Objective To determine whether cardiac troponin T increases after electrical cardioversion in patients with atrial fibrillation or atrial flutter.
Design Serum creatine kinase (CK), creatine kinase-MB (CKMB), and cardiac troponin T were measured before, 24 hours, and 48 hours after cardioversion in 15 patients with atrial fibrillation or atrial flutter.
Results 12 of the 15 patients (80%) were successfully cardioverted to sinus rhythm. The median number of shocks was three (range one to six), the median cumulative energy 710 J (50 to 1430 J), and the median peak energy 300 J (50 to 360 J). Total CK increased from a baseline median concentration of 92 (45 to 259) to 1324 (96 to 6660) U/l at 24 hours and 1529 (120 to 4774) U/l at 48 hours after cardioversion. There was a small increase in CKMB but the ratio of CKMB to CK did not increase. There was no increase in cardiac troponin T in any patient.
Conclusions Following electrical cardioversion of atrial fibrillation or atrial flutter, cardiac troponin T remains unchanged despite a large rise in total CK, indicating that the CK is derived from skeletal muscle and that myocardial injury does not occur. If cardiac troponin T is increased after cardioversion for atrial arrhythmias then other causes of myocardial damage should be sought.
- atrial fibrillation
- atrial flutter
- troponin T
Statistics from Altmetric.com
If you wish to reuse any or all of this article please use the link below which will take you to the Copyright Clearance Center’s RightsLink service. You will be able to get a quick price and instant permission to reuse the content in many different ways.
Direct current cardioversion for the treatment of atrial fibrillation or atrial flutter is associated with an increase in total creatine kinase (CK) and in the creatine kinase-MB isoenzyme (CKMB).1-5Skeletal muscle contains both CK and CKMB1 and its injury at the time of cardioversion may cause the release of these enzymes. Determination of whether myocardial injury has also occurred by measurement of CK and CKMB can therefore be unreliable owing to their simultaneous release from skeletal muscle. The proportion of the total CK represented by CKMB varies between cardiac and skeletal muscle; in the myocardium it represents approximately 15–30% of total CK, whereas in skeletal muscle it represents 0 to 8%.1 ,6 In order to increase the specificity of increases in CKMB for detecting myocardial injury, the ratio of the increase in CKMB to total CK can be determined.1 ,7 This approach, although useful in the diagnosis of myocardial infarction, is less useful for the diagnosis of myocardial injury after cardioversion as there is a large increase in total CK from skeletal muscle and this may reduce the ratio of CKMB to CK and decrease the sensitivity of CKMB in detecting myocardial injury.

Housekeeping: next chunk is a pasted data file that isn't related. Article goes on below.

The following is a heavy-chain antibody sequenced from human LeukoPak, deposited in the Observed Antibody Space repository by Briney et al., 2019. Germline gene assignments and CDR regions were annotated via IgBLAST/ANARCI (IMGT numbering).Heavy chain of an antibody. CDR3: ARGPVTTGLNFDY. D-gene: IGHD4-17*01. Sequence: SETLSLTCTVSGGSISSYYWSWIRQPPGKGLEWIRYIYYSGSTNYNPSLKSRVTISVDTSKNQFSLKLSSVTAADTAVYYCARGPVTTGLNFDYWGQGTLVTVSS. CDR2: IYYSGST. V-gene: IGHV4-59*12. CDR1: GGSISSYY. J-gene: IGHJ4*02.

Cardiac troponin T is a myofibrillar regulatory protein specific to the myocardial cells.1 ,8 It has been shown to be a very specific and sensitive marker of myocardial injury.9 ,10In patients with myocardial infarction or unstable angina it is a more sensitive marker of myocardial injury than either CK or CKMB.9-11
The purpose of this study was to determine whether cardiac troponin T increases after electrical cardioversion in patients with atrial fibrillation or atrial flutter. Changes in cardiac troponin T may help to determine whether myocardial as well as skeletal muscle injury occurs following a rise in total CK after cardioversion.
Fifteen consecutive patients (median age 66 (range 55 to 75) years; eight female, seven male) who were undergoing elective cardioversion for either atrial fibrillation (12) or atrial flutter (3) were studied. All patients were anticoagulated with warfarin. Patients were excluded if they had suffered myocardial infarction, had unstable angina, or had undergone either coronary artery bypass surgery, coronary angioplasty, or any other surgical procedure within the previous six months. Five patients had structurally normal hearts, six had coronary artery disease, three had hypertension with mild left ventricular hypertrophy, and one had mild mitral regurgitation.
In all patients synchronised cardioversion was performed entirely as clinically indicated under general anaesthesia, using midazolam 5 mg intravenously and etomidate 0.3 mg/kg intravenously. A Hewlett-Packard defibrillator was used in all patients (Hewlett-Packard Co, Camas, Washington, USA). The hand held electrode paddles were initially placed in the antero-apex position for shocks up to a maximum energy of 360 J, and if cardioversion did not occur with that energy the anteroposterior position was used with an energy level of 360 J. An initial shock energy of 50 J was chosen for the patients with atrial flutter and 200 J for the patients with atrial fibrillation. The number of shocks given was determined by the clinician undertaking the procedure.
Serum cardiac troponin T, CK, and CKMB were measured before and 24 and 48 hours after cardioversion. The proportion of CKMB as a percentage of total CK was calculated.
CK activity was measured using colorimetry by a Hitachi 917 automatic chemical analyser (Boehringer-Mannheim UK, Lewes, E Sussex, UK). The assay temperature was 37C°C, the linearity of the method was 1500 U/l, and the coefficients of variation within a run and between runs were 2.5% and 4.5% respectively. The upper limit of the reference range was 200 U/l.
CKMB activity was determined by an immuno-inhibition assay from Boehringer Mannheim (Mannheim, Germany). The assay temperature was 37°C, the linearity of the method was 4000 IU/l, and the coefficients of variation within a run and between runs were 1.7% and 3.3%, respectively. The upper limit of the reference range was 24 IU/l.
Cardiac troponin T was measured using the Enzymun-Test (ES 700) from Boehringer Mannheim.12 The assay temperature was 25°C, the linearity of the method was 0–15 μg/l, and the coefficient of variation within a run was 2.8%. Values in the range 0–0.1 μg/l have been found in healthy subjects.